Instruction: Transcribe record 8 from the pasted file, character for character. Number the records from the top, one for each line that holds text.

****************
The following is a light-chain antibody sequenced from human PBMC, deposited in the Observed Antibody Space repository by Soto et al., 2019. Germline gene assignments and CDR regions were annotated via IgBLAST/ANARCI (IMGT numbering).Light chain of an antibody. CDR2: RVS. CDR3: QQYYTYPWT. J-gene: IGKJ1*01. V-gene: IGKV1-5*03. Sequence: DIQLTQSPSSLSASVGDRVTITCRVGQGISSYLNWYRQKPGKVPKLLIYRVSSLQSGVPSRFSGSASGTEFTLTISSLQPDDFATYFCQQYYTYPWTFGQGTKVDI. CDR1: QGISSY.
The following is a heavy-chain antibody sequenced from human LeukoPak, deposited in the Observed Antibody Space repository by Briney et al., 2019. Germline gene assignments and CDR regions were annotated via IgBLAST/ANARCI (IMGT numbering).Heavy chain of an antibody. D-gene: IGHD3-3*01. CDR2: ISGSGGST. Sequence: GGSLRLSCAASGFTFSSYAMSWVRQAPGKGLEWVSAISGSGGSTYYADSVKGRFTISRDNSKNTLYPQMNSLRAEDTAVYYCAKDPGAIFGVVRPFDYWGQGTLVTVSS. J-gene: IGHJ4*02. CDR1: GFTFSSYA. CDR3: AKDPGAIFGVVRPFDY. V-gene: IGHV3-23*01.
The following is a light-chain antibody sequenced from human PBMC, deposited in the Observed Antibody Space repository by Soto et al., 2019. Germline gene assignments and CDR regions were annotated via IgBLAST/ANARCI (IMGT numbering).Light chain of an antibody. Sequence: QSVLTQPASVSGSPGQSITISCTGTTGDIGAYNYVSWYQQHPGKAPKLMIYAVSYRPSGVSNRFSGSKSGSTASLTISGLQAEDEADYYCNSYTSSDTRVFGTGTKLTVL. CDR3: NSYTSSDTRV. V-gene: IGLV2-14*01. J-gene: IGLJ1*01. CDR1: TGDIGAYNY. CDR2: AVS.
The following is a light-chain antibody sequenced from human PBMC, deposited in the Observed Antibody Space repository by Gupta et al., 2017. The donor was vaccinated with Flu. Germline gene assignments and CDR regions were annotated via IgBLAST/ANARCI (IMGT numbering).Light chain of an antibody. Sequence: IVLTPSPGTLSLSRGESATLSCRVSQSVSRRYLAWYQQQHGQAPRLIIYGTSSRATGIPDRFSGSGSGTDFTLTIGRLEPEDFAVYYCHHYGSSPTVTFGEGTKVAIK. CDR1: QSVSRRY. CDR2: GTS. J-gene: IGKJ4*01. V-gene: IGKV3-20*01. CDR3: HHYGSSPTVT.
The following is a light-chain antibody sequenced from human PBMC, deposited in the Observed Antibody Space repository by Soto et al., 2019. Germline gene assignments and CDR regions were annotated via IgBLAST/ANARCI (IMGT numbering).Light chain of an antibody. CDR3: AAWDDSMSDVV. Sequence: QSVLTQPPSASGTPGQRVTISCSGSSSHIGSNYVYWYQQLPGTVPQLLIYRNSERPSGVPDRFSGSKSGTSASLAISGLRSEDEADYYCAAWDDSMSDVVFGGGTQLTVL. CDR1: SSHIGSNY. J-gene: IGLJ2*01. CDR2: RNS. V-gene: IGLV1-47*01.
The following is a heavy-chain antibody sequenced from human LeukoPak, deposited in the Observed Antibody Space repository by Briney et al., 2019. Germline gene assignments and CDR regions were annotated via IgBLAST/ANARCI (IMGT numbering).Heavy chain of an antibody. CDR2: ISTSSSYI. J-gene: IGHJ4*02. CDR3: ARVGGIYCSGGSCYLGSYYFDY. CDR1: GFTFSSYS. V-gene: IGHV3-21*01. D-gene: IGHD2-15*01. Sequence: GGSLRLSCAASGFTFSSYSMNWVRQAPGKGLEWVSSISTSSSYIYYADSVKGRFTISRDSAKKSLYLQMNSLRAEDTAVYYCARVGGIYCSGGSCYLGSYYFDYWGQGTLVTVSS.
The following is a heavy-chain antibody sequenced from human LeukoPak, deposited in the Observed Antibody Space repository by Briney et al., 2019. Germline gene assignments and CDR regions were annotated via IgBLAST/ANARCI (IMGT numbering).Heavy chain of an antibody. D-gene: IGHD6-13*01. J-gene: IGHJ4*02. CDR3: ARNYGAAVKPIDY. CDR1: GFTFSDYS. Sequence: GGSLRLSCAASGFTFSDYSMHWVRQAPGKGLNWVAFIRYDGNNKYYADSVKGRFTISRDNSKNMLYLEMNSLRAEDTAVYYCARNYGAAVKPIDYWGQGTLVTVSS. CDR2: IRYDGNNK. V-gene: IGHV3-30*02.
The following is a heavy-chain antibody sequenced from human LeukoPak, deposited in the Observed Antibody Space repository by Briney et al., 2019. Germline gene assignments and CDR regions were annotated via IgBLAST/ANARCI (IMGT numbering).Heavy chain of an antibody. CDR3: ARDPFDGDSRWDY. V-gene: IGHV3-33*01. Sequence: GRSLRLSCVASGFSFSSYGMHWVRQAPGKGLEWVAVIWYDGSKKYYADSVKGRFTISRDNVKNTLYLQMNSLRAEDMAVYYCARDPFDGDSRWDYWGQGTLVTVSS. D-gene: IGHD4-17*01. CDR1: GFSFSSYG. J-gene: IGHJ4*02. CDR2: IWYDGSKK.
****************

The following is a heavy-chain antibody sequenced from human LeukoPak, deposited in the Observed Antibody Space repository by Briney et al., 2019. Germline gene assignments and CDR regions were annotated via IgBLAST/ANARCI (IMGT numbering).Heavy chain of an antibody. CDR3: ARDPFDGDSRWDY. V-gene: IGHV3-33*01. Sequence: GRSLRLSCVASGFSFSSYGMHWVRQAPGKGLEWVAVIWYDGSKKYYADSVKGRFTISRDNVKNTLYLQMNSLRAEDMAVYYCARDPFDGDSRWDYWGQGTLVTVSS. D-gene: IGHD4-17*01. CDR1: GFSFSSYG. J-gene: IGHJ4*02. CDR2: IWYDGSKK.